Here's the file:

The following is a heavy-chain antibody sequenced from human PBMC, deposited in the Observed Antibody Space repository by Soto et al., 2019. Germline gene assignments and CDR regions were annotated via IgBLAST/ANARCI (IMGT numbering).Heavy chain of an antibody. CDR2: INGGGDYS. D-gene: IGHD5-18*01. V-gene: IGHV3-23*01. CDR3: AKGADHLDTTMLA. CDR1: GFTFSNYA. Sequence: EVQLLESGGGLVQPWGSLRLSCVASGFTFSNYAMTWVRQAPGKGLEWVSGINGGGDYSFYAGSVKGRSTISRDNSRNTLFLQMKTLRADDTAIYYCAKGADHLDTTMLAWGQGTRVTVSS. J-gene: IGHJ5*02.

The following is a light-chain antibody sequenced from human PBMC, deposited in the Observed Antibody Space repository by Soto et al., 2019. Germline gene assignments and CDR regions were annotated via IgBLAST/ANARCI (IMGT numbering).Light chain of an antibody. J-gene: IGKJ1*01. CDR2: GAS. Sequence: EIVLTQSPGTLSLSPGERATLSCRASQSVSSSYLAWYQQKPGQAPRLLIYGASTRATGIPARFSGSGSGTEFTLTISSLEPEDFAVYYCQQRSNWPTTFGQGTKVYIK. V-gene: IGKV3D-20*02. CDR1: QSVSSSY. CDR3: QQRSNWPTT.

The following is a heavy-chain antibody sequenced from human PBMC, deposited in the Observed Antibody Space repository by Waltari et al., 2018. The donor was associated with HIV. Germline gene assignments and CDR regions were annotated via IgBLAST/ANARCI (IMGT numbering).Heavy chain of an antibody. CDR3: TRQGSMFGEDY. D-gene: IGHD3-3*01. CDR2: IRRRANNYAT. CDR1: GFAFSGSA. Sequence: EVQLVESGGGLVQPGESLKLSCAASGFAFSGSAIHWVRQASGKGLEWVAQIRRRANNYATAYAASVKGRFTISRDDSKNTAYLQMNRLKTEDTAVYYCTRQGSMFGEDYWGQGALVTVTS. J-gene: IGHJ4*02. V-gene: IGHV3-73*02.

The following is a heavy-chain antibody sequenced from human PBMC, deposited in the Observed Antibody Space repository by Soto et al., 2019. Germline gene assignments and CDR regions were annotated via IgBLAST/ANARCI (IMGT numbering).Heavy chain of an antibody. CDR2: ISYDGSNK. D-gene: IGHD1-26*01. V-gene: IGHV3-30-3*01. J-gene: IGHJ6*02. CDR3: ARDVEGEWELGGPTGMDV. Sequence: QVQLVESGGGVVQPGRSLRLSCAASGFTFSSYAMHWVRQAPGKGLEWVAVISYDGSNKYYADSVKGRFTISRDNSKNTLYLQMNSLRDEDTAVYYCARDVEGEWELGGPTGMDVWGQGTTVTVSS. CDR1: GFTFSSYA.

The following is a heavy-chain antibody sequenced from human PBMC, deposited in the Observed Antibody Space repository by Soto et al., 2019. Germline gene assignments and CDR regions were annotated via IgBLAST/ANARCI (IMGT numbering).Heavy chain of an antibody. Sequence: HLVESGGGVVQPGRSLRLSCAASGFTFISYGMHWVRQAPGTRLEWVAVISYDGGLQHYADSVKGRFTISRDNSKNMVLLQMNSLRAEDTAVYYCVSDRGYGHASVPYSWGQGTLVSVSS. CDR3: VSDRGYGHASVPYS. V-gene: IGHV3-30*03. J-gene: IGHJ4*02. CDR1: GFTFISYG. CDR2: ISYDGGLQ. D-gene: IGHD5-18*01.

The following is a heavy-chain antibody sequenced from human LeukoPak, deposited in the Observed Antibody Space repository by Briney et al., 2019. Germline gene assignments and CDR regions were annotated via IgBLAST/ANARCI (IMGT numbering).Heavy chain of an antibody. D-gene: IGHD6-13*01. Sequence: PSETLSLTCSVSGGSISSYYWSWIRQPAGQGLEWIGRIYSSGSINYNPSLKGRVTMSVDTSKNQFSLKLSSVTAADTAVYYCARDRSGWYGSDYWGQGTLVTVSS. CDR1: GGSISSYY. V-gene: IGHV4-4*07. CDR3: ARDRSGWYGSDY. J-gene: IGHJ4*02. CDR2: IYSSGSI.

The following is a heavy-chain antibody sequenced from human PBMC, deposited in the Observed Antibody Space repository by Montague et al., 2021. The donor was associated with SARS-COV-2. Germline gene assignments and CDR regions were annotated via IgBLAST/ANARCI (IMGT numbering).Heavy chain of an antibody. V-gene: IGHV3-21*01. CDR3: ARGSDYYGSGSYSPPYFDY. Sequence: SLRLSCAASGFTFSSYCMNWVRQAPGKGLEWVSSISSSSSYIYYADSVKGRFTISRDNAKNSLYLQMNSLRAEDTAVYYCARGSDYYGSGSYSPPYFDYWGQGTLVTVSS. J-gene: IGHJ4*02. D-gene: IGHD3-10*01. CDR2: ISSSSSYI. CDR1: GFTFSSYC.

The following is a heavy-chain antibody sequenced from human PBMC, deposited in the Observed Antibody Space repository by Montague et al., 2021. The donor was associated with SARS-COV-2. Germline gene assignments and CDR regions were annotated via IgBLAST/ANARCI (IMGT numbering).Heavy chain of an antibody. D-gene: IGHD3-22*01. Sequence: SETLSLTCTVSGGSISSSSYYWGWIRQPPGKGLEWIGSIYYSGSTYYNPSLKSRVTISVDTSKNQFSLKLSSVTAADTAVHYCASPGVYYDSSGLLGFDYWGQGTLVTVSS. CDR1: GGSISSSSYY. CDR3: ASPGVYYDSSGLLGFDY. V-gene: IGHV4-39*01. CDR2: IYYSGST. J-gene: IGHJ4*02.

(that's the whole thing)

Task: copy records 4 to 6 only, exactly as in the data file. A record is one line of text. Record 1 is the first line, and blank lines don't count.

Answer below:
The following is a heavy-chain antibody sequenced from human PBMC, deposited in the Observed Antibody Space repository by Soto et al., 2019. Germline gene assignments and CDR regions were annotated via IgBLAST/ANARCI (IMGT numbering).Heavy chain of an antibody. CDR2: ISYDGSNK. D-gene: IGHD1-26*01. V-gene: IGHV3-30-3*01. J-gene: IGHJ6*02. CDR3: ARDVEGEWELGGPTGMDV. Sequence: QVQLVESGGGVVQPGRSLRLSCAASGFTFSSYAMHWVRQAPGKGLEWVAVISYDGSNKYYADSVKGRFTISRDNSKNTLYLQMNSLRDEDTAVYYCARDVEGEWELGGPTGMDVWGQGTTVTVSS. CDR1: GFTFSSYA.

The following is a heavy-chain antibody sequenced from human PBMC, deposited in the Observed Antibody Space repository by Soto et al., 2019. Germline gene assignments and CDR regions were annotated via IgBLAST/ANARCI (IMGT numbering).Heavy chain of an antibody. Sequence: HLVESGGGVVQPGRSLRLSCAASGFTFISYGMHWVRQAPGTRLEWVAVISYDGGLQHYADSVKGRFTISRDNSKNMVLLQMNSLRAEDTAVYYCVSDRGYGHASVPYSWGQGTLVSVSS. CDR3: VSDRGYGHASVPYS. V-gene: IGHV3-30*03. J-gene: IGHJ4*02. CDR1: GFTFISYG. CDR2: ISYDGGLQ. D-gene: IGHD5-18*01.

The following is a heavy-chain antibody sequenced from human LeukoPak, deposited in the Observed Antibody Space repository by Briney et al., 2019. Germline gene assignments and CDR regions were annotated via IgBLAST/ANARCI (IMGT numbering).Heavy chain of an antibody. D-gene: IGHD6-13*01. Sequence: PSETLSLTCSVSGGSISSYYWSWIRQPAGQGLEWIGRIYSSGSINYNPSLKGRVTMSVDTSKNQFSLKLSSVTAADTAVYYCARDRSGWYGSDYWGQGTLVTVSS. CDR1: GGSISSYY. V-gene: IGHV4-4*07. CDR3: ARDRSGWYGSDY. J-gene: IGHJ4*02. CDR2: IYSSGSI.